We all know the power of casual networking; attending the right events, asking the right questions to the right people, catching-up with old contacts over drinks and inviting news ones for coffee. We know that by making the right connections, we can propel our career or help grow a business.
But with employees having been sent to work from home in an instant and conferences and events being cancelled around the world, the act of "casual" networking is no longer possible. The interactions and chats that happened in the coffee break at an event, in a networking session, or over dinner have moved to Zoom and are even harder to get into than ever before. While the majority of the workforce has adapted naturally to the art of communication while working remotely, it would seem that networking is one of the few remaining bottlenecks in the true digital transformation of the modern workplace.
It isn't just the lack of face-to-face interactions making it more difficult; research by INSEAD business school found that men are more likely to get professional help from their contacts than women and racial biases can also play a major role in networking’s effectiveness. Evidently, it has never been a level playing field for women or ethnic minorities who will have to work harder to hone their skills.
While there really is no comparison to making a great new connection in person or catching-up with an old contact over lunch, people are adapting to introducing themselves to people and setting up meetings via email and video calls. Even if it is not the same, it is still possible to a certain degree.
Here's my tips on how to network effectively in the "new normal" (yes, I'm as sick of that term as you are and, yes, I hate myself for putting it here and in the title):
- First and foremost:
- Be sensitive to people's current situation - you do not know what is going on with their health, their family, their work life etc.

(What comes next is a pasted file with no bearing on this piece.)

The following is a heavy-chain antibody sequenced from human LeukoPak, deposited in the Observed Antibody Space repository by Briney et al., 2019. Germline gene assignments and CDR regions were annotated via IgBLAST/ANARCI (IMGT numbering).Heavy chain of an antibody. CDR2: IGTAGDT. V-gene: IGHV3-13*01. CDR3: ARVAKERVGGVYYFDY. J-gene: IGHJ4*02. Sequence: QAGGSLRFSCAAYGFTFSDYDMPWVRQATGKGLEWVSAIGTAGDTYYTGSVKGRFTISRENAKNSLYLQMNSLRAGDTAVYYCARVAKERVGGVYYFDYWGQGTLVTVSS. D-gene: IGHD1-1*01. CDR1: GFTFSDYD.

- It’s about giving, not receiving - if you want to be successful at networking, you have to remember that it isn’t about you but about building relationships; and they aren’t one-way streets
- Contact people you haven't heard from in a while: be authentic, reach out and ask them how they are
- Make yourself invaluable: find a problem to solve, whether that's internally or for a client
- Get your name in front of people: thoroughly update your LinkedIn - the more active you are, the more people you will pop up in front of
- Approach new contacts: connect with people on LinkedIn whose work you admire, send them a personal message with the connection request asking for advice on a specific business issue or situation - it's flattering and most people are receptive to people asking for help
- Face-to-face: if you are talking to someone new, make it over video call - it is much easier to build a connection with someone when you can see their expressions and reactions
- Be patient: times are hard, people have varying levels of pressure - be grateful if you get a response at all!
To this end, Racioppi recommended that people network with potential mentors that have a different background to their own. For example, if someone works in operations, she suggested trying to reach out to a prospective mentor with a background in sales or marketing. “This will help you understand how individuals in these different functions view their business and are dealing with today’s challenges,” she explained. Webber agreed, citing LinkedIn CEO Jeff Weiner, who has been vocal about the problem of the “network gap” on social media platforms, where people have been encouraged to take their existing networks online. “Now is the perfect time to reflect on your network and start to build up and increase your network so you and your business are well positioned for when the fog lifts,” she added.